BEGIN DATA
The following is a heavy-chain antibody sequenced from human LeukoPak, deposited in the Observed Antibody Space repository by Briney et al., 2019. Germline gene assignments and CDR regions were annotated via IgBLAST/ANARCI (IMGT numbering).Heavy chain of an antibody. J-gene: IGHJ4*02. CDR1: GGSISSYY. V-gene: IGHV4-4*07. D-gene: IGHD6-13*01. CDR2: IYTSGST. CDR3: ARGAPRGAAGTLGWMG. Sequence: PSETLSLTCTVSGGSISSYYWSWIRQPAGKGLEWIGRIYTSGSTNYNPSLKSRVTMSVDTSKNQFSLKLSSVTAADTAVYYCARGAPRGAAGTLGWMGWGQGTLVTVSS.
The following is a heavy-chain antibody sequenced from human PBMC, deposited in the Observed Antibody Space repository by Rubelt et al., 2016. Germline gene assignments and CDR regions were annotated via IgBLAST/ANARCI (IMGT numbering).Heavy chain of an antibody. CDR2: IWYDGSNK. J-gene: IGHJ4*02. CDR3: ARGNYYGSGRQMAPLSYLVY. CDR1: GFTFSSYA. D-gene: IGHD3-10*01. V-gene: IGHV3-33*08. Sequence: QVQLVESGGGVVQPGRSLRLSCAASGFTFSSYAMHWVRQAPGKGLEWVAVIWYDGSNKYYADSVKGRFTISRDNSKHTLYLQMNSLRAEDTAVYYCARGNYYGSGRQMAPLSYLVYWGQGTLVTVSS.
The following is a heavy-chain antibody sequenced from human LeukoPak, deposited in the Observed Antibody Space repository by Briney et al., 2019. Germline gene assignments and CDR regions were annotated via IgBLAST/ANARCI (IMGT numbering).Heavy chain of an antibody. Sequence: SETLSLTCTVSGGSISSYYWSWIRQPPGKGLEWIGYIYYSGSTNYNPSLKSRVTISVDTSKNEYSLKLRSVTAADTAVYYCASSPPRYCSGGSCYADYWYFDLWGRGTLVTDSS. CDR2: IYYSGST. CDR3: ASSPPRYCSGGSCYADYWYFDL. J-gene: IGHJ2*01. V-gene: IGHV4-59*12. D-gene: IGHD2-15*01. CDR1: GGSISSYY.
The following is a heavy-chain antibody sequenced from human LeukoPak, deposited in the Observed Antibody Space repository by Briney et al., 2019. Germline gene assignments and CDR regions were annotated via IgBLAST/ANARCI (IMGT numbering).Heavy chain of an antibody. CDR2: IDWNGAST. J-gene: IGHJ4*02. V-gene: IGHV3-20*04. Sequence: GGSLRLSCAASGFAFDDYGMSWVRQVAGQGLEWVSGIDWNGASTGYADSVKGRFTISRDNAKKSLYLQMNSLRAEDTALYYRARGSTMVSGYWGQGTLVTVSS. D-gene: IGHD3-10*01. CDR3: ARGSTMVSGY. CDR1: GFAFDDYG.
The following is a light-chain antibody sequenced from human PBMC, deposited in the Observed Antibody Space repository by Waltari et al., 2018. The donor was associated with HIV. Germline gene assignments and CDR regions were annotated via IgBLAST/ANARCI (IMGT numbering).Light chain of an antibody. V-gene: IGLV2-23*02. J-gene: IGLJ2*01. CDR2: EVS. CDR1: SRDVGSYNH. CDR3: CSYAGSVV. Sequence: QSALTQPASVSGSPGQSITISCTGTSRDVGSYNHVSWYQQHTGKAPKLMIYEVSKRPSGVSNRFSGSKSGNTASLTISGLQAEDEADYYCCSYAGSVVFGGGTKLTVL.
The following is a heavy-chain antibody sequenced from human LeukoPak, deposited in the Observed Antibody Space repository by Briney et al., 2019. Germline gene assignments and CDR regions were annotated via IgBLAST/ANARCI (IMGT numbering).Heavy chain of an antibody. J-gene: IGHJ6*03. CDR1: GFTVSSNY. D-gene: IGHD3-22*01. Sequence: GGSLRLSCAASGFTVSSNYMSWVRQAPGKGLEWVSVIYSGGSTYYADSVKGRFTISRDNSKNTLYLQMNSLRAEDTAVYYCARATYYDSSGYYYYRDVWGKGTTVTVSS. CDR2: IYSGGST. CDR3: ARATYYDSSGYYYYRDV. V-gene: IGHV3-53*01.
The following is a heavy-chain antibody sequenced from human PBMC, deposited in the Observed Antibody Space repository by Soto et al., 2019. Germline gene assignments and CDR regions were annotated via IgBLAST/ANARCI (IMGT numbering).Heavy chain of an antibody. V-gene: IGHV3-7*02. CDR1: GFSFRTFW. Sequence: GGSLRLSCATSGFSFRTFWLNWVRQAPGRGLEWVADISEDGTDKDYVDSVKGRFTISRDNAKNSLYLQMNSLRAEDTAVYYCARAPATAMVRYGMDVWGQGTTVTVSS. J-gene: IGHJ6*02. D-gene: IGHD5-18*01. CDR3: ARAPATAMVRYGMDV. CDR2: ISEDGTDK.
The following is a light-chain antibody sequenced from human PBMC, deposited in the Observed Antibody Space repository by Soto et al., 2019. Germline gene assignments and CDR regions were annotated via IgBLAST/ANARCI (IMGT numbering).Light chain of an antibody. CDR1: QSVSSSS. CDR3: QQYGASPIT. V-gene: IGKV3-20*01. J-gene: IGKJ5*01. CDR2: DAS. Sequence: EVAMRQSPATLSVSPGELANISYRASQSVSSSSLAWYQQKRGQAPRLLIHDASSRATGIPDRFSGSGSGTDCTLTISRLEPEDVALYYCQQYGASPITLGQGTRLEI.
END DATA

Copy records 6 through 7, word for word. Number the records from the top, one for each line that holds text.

The following is a heavy-chain antibody sequenced from human LeukoPak, deposited in the Observed Antibody Space repository by Briney et al., 2019. Germline gene assignments and CDR regions were annotated via IgBLAST/ANARCI (IMGT numbering).Heavy chain of an antibody. J-gene: IGHJ6*03. CDR1: GFTVSSNY. D-gene: IGHD3-22*01. Sequence: GGSLRLSCAASGFTVSSNYMSWVRQAPGKGLEWVSVIYSGGSTYYADSVKGRFTISRDNSKNTLYLQMNSLRAEDTAVYYCARATYYDSSGYYYYRDVWGKGTTVTVSS. CDR2: IYSGGST. CDR3: ARATYYDSSGYYYYRDV. V-gene: IGHV3-53*01.
The following is a heavy-chain antibody sequenced from human PBMC, deposited in the Observed Antibody Space repository by Soto et al., 2019. Germline gene assignments and CDR regions were annotated via IgBLAST/ANARCI (IMGT numbering).Heavy chain of an antibody. V-gene: IGHV3-7*02. CDR1: GFSFRTFW. Sequence: GGSLRLSCATSGFSFRTFWLNWVRQAPGRGLEWVADISEDGTDKDYVDSVKGRFTISRDNAKNSLYLQMNSLRAEDTAVYYCARAPATAMVRYGMDVWGQGTTVTVSS. J-gene: IGHJ6*02. D-gene: IGHD5-18*01. CDR3: ARAPATAMVRYGMDV. CDR2: ISEDGTDK.